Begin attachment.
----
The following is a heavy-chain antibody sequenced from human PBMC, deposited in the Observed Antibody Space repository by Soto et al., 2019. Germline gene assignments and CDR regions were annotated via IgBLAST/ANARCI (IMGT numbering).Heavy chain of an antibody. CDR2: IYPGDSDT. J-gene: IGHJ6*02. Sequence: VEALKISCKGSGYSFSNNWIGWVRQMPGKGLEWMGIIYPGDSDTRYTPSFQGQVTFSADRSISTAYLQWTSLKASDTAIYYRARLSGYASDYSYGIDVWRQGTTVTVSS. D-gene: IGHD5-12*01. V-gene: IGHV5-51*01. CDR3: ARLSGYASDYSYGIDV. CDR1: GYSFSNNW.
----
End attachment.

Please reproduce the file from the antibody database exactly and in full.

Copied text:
The following is a heavy-chain antibody sequenced from human PBMC, deposited in the Observed Antibody Space repository by Soto et al., 2019. Germline gene assignments and CDR regions were annotated via IgBLAST/ANARCI (IMGT numbering).Heavy chain of an antibody. CDR2: IYPGDSDT. J-gene: IGHJ6*02. Sequence: VEALKISCKGSGYSFSNNWIGWVRQMPGKGLEWMGIIYPGDSDTRYTPSFQGQVTFSADRSISTAYLQWTSLKASDTAIYYRARLSGYASDYSYGIDVWRQGTTVTVSS. D-gene: IGHD5-12*01. V-gene: IGHV5-51*01. CDR3: ARLSGYASDYSYGIDV. CDR1: GYSFSNNW.